So, here we are again. Another award season kicked off in the UK a few weeks ago with the PM Society Awards. I would like to extend my congratulations to all the winners and nominees. Anyone who has been in the business for more than 2 years will know just how difficult it can be to get your ideas to the point of launch, let alone publication, so well done all.
But the question I want to explore is, why is winning an award so important to creatives working in health care communications?
Every time a creative or creative team present possible solutions to specific challenges, they are vulnerable — effectively exposing a piece of their inner self.
If the solution is received positively, their self-esteem gets a boost. The converse of that situation is a dent to self-esteem (seasoned creatives have learnt to deal with or manage any negative feedback with pragmatism).
Even when the ideas have been shared and received positively, you have cleared the obstacles, the client has a great campaign and it’s been launched, there remains an element of vulnerability. Now the world can see what you have been fighting for, in some cases for over a year, and rate it in the form of awards.
Awards as public recognition from valued peers
The real accolade is what your peers think of your campaign. They are, in many respects, the harshest of critics. Peer recognition is a hugely important motivator for the majority of creatives in any field.
There are multiple factors that influence self-esteem. We can see from a behavioural perspective how an awards ceremony may prove opportune in fulfilling these criteria:
The reaction of others: when people admire us we tend to develop a positive self-image (perception of ourselves), becoming more confident in our capabilities and ideas.
Comparison with others: if we appear to be performing better than those we compare ourselves with (our ‘reference group’), we also develop a positive self-image. However, if others are more successful, we will perceive ourselves in a negative light.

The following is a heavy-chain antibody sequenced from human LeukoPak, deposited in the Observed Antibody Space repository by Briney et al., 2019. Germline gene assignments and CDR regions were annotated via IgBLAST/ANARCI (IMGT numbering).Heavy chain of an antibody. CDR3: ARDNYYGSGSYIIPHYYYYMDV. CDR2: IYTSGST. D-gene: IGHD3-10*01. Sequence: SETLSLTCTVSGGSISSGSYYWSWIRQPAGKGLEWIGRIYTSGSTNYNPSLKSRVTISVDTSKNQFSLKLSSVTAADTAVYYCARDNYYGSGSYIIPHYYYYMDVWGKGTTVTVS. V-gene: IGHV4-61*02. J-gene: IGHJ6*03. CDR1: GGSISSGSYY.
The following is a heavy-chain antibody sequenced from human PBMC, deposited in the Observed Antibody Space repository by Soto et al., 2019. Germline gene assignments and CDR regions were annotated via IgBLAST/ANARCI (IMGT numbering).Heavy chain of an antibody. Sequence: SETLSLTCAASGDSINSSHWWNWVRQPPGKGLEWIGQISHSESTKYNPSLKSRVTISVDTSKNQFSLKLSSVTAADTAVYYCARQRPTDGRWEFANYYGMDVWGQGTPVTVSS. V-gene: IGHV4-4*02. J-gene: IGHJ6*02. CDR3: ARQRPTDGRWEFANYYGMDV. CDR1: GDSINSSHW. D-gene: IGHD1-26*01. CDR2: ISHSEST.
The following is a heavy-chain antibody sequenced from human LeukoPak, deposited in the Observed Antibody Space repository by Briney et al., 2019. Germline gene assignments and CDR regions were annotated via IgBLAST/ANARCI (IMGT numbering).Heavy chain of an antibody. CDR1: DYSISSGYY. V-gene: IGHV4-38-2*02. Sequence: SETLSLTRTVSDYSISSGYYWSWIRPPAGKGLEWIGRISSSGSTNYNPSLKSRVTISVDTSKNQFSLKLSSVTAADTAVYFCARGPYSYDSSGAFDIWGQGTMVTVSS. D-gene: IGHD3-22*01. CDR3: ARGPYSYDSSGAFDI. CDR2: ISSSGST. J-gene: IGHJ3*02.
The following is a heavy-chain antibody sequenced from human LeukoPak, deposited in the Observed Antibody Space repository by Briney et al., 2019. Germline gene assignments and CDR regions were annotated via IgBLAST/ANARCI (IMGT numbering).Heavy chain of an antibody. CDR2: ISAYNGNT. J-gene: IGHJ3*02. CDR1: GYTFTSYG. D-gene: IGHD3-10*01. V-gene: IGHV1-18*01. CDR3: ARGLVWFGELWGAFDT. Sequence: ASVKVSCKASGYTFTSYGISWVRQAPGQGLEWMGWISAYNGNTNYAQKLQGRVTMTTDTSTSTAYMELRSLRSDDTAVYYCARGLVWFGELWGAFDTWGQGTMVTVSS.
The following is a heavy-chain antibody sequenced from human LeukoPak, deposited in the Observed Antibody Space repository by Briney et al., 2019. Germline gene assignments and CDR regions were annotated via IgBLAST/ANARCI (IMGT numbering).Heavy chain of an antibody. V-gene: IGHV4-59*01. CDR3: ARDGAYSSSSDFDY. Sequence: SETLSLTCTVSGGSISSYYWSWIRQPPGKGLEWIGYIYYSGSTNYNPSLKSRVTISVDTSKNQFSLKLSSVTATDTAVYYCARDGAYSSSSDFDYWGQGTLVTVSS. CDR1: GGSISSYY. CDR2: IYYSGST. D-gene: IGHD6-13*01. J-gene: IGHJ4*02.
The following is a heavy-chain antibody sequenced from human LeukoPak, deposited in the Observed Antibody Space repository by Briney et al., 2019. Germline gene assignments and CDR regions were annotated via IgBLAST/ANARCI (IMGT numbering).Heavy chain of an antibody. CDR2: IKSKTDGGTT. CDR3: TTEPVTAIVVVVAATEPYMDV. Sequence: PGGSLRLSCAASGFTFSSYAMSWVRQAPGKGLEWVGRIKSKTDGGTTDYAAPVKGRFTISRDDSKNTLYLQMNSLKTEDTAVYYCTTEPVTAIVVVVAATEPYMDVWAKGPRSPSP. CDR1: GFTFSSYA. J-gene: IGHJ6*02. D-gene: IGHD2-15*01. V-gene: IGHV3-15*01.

Identification: our self-identity is based on statements such as ‘I am …, I can …, I have …’. If we perceive ourselves as being the best at what we do, awards ceremonies can pose a threat to our self concept (or reinforce it if we win!).
Awards as self-recognition of mastery and progress
An alternative perspective is offered by Dan Pink; author of several provocative, bestselling books about business, work and behavior, and a regular on TED Talks. Rather than external factors and the influence of others, he argues that we are motivated by autonomy (the desire to direct our own lives), mastery (the urge to get better) and purpose (the yearning for our actions to have a greater service). In this context, winning awards provides us with tangible evidence that we are achieving our purpose and adds to our sense of mastery.
Interestingly, it may even be that the most rewarding component of an award is as an indicator of progress. Teresa Amabile and Steven Kramer argue the ‘progress principle’; that of all the things that can boost emotions, motivation, and perceptions during a workday, the single most important is making progress in meaningful work. And the more frequently people experience that sense of progress, the more likely they are to be creatively productive in the long run.
Meaningful progress, to me, would be knowing that your potentially award-winning creative idea is based on an evidence-based understanding of the behaviours of your target audience. Because then I know they will resonate.
So, why are awards so important to healthcare creatives?
Awards help to illustrate that you, your team, and your agency’s creativity has taken a step forward. That you have attained a standard recognised (in many cases by your peers) as being the best or at least one of the best. You would like to think that having attained that standard, particularly in health care, that you would be part of the bigger drive to elevate the standard of health care promotion globally. One can only hope. But I believe awards play a key role in the personal development of aspiring and seasoned creatives the world over. And perhaps more poignantly, in driving the global standard healthcare of communication, if the criteria for judgment are appropriate.
But this begs another question and perhaps a topic for another post. If we desire recognition for our work shouldn’t all healthcare creative awards be judged on communication effectiveness as well as creative expression?
I’ll leave you with that thought.
Orrin Pollard, Hamell
Amabile T. and Kramer SJ. 2011. The Power of Small Wins. https://hbr.org/2011/05/the-power-of-small-wins. Accessed 6th February 2017.
Argyle M. 2008. Social encounters: Contributions to social interaction. Aldine Transaction, Piscataway, NJ, US
Pink DH. 2010. Drive: The Surprising Truth About What Motivates Us. Canongate Books, London, UK